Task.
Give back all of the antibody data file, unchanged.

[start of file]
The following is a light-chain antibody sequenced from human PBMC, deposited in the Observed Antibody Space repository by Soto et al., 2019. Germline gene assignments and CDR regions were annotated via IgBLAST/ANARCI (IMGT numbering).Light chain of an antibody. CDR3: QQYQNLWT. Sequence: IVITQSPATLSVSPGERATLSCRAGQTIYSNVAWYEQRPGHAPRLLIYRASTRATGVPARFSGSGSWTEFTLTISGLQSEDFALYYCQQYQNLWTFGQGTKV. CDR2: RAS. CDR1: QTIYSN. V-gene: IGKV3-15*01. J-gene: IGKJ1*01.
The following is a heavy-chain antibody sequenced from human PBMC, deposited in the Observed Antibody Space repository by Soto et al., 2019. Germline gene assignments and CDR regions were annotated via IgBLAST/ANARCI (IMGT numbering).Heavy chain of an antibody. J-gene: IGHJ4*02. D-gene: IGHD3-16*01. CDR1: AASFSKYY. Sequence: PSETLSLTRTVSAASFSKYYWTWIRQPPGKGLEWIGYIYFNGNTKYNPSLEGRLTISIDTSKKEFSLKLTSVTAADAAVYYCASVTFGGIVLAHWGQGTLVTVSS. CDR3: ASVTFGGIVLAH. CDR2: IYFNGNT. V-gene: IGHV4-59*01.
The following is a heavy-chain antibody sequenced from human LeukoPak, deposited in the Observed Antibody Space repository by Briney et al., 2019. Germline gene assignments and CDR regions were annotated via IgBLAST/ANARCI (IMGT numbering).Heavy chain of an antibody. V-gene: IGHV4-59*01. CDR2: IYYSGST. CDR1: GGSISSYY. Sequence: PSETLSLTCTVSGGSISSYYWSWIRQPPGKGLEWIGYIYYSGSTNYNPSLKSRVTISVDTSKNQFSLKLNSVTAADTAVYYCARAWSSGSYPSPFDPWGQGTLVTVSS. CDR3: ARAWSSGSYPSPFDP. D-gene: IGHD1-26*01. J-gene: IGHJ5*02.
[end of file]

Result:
The following is a light-chain antibody sequenced from human PBMC, deposited in the Observed Antibody Space repository by Soto et al., 2019. Germline gene assignments and CDR regions were annotated via IgBLAST/ANARCI (IMGT numbering).Light chain of an antibody. CDR3: QQYQNLWT. Sequence: IVITQSPATLSVSPGERATLSCRAGQTIYSNVAWYEQRPGHAPRLLIYRASTRATGVPARFSGSGSWTEFTLTISGLQSEDFALYYCQQYQNLWTFGQGTKV. CDR2: RAS. CDR1: QTIYSN. V-gene: IGKV3-15*01. J-gene: IGKJ1*01.
The following is a heavy-chain antibody sequenced from human PBMC, deposited in the Observed Antibody Space repository by Soto et al., 2019. Germline gene assignments and CDR regions were annotated via IgBLAST/ANARCI (IMGT numbering).Heavy chain of an antibody. J-gene: IGHJ4*02. D-gene: IGHD3-16*01. CDR1: AASFSKYY. Sequence: PSETLSLTRTVSAASFSKYYWTWIRQPPGKGLEWIGYIYFNGNTKYNPSLEGRLTISIDTSKKEFSLKLTSVTAADAAVYYCASVTFGGIVLAHWGQGTLVTVSS. CDR3: ASVTFGGIVLAH. CDR2: IYFNGNT. V-gene: IGHV4-59*01.
The following is a heavy-chain antibody sequenced from human LeukoPak, deposited in the Observed Antibody Space repository by Briney et al., 2019. Germline gene assignments and CDR regions were annotated via IgBLAST/ANARCI (IMGT numbering).Heavy chain of an antibody. V-gene: IGHV4-59*01. CDR2: IYYSGST. CDR1: GGSISSYY. Sequence: PSETLSLTCTVSGGSISSYYWSWIRQPPGKGLEWIGYIYYSGSTNYNPSLKSRVTISVDTSKNQFSLKLNSVTAADTAVYYCARAWSSGSYPSPFDPWGQGTLVTVSS. CDR3: ARAWSSGSYPSPFDP. D-gene: IGHD1-26*01. J-gene: IGHJ5*02.